Foucault also goes into his idea of discourse as knowledge. Most of you have been introduced already to the notion of discourse as how knowledge is promoted in culture through the ideas that exist and the language that is used to promote a particular way of looking or seeing how things operate. Foucault uses his ideas of discourse to also promote the idea that an author is not an individual, rather a purveyor of a particular knowledge that exists in culture. So far in this class, you have been exposed to several types of theoretical fonts that exist as knowledge: classical, enlightenment, Black thought, Modern, Marxism, Structuralism, and beginning today, deconstruction. Freud, too, as the creator of psychoanalysis, is considered the primary force behind the knowledge or discipline we call psychoanalytic criticism. The ideas of these varying structures are applies to art, to life, to culture, to societies so as to interpret or “read” them. I am fond of studying subjectivity (how we know what we know) in literature and film so I often employ psychoanalytic aspects to my interpretive lens. When we apply an approach (a knowledge in Foucault’s understanding), we ask particular kinds of questions. In an Marxist approach, we ask questions like “how is one employed?” or “how is one privileged, or not, by how one lives?” Questions will always shape the understanding of the interpretation rather than the material itself, even though the relationship between the material and the questions is symbiotic and inter-dependent. We know what types of questions to ask because of the approach, but we also know how to make the questions relative by using the substantive matter of the art or literature in the questions. Asking questions about Edna Pontellier in Kate Chopin’s The Awakening, shows that the interpretation is always about discourse not the story itself. The question, “what kind of woman is Edna Pontellier?” shows a structuralist approach, and “Why does Edna Pontellier move out of her husband’s home into her own bird house?” shows a feminist approach. Both approaches indicate that the approach of deconstruction (pulling apart) is going on, but elements that are brought to the forefront of the discussion will be different because of the variances of the particular aspects under question.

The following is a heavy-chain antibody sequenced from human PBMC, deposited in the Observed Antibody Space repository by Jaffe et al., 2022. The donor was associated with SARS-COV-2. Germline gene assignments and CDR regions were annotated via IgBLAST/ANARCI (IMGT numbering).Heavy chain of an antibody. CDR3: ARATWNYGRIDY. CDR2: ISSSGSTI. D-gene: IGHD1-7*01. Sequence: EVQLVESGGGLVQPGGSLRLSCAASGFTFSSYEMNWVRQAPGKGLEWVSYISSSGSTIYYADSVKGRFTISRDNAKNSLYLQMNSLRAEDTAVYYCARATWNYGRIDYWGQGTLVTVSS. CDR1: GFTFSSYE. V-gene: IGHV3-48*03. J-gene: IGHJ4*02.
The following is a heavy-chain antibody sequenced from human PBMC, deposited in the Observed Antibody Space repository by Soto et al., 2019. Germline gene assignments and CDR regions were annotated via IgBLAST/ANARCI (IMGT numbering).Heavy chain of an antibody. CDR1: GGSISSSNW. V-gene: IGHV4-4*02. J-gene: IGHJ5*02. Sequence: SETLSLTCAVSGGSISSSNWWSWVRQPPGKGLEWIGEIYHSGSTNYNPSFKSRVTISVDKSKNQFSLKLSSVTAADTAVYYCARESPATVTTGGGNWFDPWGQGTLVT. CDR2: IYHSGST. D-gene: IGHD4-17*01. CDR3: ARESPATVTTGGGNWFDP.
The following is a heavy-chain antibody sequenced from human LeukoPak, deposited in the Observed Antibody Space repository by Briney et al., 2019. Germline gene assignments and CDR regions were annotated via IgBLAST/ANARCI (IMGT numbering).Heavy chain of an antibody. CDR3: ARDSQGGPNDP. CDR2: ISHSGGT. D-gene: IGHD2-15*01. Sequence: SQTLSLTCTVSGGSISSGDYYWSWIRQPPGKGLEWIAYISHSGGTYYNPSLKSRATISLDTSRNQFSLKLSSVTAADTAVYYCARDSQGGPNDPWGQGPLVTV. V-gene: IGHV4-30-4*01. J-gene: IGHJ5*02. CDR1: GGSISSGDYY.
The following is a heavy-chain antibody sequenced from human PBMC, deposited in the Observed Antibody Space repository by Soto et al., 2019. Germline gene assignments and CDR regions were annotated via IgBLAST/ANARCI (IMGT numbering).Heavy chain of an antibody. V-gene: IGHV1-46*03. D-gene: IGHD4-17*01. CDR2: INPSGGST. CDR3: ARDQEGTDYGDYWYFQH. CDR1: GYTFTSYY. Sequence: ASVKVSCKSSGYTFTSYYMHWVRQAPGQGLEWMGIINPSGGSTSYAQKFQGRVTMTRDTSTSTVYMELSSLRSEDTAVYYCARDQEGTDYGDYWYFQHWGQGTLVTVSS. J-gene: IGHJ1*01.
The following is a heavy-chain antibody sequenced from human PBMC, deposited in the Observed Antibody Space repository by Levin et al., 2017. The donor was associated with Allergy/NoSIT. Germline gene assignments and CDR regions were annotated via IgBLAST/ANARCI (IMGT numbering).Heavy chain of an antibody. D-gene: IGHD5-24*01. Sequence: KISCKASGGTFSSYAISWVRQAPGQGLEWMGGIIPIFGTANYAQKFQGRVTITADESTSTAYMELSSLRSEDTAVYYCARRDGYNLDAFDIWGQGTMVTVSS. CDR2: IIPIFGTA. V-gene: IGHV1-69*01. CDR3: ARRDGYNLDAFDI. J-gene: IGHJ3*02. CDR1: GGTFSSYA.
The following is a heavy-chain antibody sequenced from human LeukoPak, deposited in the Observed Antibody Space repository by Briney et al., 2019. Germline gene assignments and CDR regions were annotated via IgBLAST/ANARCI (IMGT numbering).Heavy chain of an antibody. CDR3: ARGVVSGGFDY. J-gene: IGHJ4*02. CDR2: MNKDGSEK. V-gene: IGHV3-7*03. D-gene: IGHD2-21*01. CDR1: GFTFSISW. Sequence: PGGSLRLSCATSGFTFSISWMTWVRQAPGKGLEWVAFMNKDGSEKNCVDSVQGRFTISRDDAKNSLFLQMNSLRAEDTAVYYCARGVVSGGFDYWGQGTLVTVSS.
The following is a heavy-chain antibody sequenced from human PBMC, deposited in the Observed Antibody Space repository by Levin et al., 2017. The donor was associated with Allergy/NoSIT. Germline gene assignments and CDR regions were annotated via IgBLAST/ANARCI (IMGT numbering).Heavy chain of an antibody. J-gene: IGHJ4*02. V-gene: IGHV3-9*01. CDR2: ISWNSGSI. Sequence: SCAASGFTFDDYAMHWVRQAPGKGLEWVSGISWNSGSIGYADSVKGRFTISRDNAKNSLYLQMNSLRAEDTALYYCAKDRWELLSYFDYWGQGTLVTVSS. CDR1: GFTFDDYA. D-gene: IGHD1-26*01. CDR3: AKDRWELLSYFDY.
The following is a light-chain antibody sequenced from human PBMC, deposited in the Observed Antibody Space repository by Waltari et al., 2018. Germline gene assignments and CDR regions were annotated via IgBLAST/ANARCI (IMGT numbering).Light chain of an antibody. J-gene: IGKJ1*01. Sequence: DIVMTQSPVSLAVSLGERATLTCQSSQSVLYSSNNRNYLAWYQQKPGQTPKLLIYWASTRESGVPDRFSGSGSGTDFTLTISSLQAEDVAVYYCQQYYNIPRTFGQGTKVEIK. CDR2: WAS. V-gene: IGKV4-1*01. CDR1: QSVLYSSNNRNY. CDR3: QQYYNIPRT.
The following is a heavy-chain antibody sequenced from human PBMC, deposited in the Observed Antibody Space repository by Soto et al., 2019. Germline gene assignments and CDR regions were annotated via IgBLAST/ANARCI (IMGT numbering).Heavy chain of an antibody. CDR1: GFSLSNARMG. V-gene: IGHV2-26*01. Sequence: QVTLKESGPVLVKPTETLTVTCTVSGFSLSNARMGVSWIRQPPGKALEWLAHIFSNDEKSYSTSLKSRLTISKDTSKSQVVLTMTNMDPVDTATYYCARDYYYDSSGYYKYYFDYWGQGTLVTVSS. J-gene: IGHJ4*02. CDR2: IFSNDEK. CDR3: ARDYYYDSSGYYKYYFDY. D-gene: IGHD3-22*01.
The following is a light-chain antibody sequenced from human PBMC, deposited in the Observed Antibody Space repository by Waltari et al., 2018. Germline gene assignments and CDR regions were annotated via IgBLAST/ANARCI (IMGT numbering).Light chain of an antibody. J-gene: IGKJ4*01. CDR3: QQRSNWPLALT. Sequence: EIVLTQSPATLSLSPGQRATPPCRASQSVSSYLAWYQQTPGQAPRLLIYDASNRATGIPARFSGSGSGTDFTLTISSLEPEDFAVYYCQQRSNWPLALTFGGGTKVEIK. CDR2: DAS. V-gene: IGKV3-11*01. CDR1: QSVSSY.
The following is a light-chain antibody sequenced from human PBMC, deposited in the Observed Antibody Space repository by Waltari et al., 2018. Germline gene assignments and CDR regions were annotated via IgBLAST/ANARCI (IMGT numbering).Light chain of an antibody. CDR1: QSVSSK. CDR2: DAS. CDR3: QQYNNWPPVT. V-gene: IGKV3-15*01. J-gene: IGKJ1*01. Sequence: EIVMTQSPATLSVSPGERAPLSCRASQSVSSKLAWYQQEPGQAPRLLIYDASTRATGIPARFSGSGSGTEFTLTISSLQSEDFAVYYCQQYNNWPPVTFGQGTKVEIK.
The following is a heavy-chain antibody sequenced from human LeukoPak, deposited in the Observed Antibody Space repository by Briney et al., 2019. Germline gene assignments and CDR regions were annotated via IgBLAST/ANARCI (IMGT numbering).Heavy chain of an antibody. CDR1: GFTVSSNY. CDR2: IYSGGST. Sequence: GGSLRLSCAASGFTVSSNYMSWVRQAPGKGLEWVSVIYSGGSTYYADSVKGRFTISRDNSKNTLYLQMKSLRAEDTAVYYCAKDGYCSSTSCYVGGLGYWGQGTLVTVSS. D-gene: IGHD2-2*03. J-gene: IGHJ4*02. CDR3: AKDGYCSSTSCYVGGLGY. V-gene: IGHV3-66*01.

For this week’s discussion board, I’d first like you to tell me simply what you think about these French fellows. You may comment on anything you like, but I’d like you to speak to something you found interesting or relative to your thinking or interpretive stance.
Secondly, how do you interpret your life? Do you see yourself in a sea of competing cultures with opportunity abounding or do you believe you are limited in what is possible because of what you experience? What are your strategies and tactics to get what you want in life? Do you make the most of your possibilities because of your circumstances or in spite of them? I would also like you to write about one discourse community you belong to and write about how is continues to shape who you are? A discourse community can be where you work, go to school, where you live, where you go with others to share a common purpose or hobby.